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8 Tax Terms That All Business Owners Must Know
February 01, 2020

8 Tax Terms That All Business Owners Must Know

If you dread tax season each year, you aren’t alone. Most small business owners would rather watch paint dry than to deal with filing their business taxes. In fact, many business owners don’t even understand the tax terms, which causes additional anxiety during tax season.

The tax terms that affect most businesses aren’t difficult to learn. When you find the right definitions, it makes the task even easier. While there are thousands of tax terms, it pays to focus on the ones that matter the most to business owners, which is what you’ll learn about in this post.

Why Is It Important To Know Your Tax Terms?

Tax authorities require business owners to file tax returns. When businesses comply, the tax authorities may ask for further information. If you’re filing small business taxes for the first time, learning tax terms will be useful to you, as failure to understand them could lead to a tax audit.

If you want to gain tax tips for your business, you should start with the basics, which are tax terms. Most business owners don’t have a lot of time to spend reading articles. Therefore, knowing basic tax terms will allow you to better understand the articles that you do read.

It’s not necessary to become an accountant to learn the most commonly-used tax terms. You may know about some terms but never learned what they were called, or you learned them as different names.

Learning tax terms comes in handy when you hire an accountant for your business. Your accountant will ask for information to complete your tax returns. This information will likely contain tax terms. You’ll streamline the requests when you know the terms beforehand.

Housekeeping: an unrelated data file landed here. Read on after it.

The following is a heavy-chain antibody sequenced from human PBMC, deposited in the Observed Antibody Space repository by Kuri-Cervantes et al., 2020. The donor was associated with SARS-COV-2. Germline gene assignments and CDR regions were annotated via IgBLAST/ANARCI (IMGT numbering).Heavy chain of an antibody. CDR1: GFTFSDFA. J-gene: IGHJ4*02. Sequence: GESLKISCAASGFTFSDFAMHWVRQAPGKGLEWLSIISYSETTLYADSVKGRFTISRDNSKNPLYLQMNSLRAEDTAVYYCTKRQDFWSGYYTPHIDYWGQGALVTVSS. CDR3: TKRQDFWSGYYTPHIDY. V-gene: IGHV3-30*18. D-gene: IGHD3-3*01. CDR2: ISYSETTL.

The 8 Tax Terms You Need To Know

We have identified eight tax terms that most business owners should learn. These concepts associated with these terms are used even if it’s subtle. For instance, you probably have a sense for what assets and liabilities mean. These two components, along with equity, are a foundation for the accounting equation.

Before the widespread use of computers, business owners likely knew these terms as they had to enter their financial information manually. They needed to understand about profit and expenses to enter them in the correct places in their books. Today, accounting software abstracts much of the information.

1. Capital/Equity

Equity is defined as assets minus liabilities. This is the share of ownership after all obligations have been met. In comparison, capital is the funding used to acquire assets and equipment to help run the business. It’s easy to get these terms confused, but they have different meanings.

Assets that are purchased to generate future profits are considered capital. When companies raise cash via equity offerings or debt, this too is considered capital. Another form of capital is working capital, which is often defined as short-term assets minus short-term liabilities.

2. Assets

Assets are the materials a business uses to create economic value for the firm. Many assets aren’t sold directly to customers but are used to transform other materials into something that gets sold.

Business owners continually measure assets in terms of the economic value they produce. They often measure alternatives in terms of opportunity costs, which is the difference between the gains in the two assets. If two investments both cost $100 and the gain in one is $5 and the other is $10, the opportunity cost is $5.

From the example, you can see that asset selection is crucial to the success of a business.

3. Liabilities

Assets can be funded in one of two ways. The business owners can chip in to buy them, or the company can borrow money to purchase these assets. Borrowing money is considered a liability.

Lenders may stake a claim in the assets when a company borrows money. This is why the term is called liability. Sometimes, the claim can be against the owner’s personal assets, depending on the conditions of the loan.

The credit rating of the business is affected when the company’s liabilities increase. This increase can make it difficult for business owners to pay back the loan when the economy is weak.

4. Profit

Companies sell products or services and receive payment. These payments are called sales or revenues. However, the company has costs and expenses associated with the production of these products. When the total costs are subtracted from revenue, the remaining balance is the profit.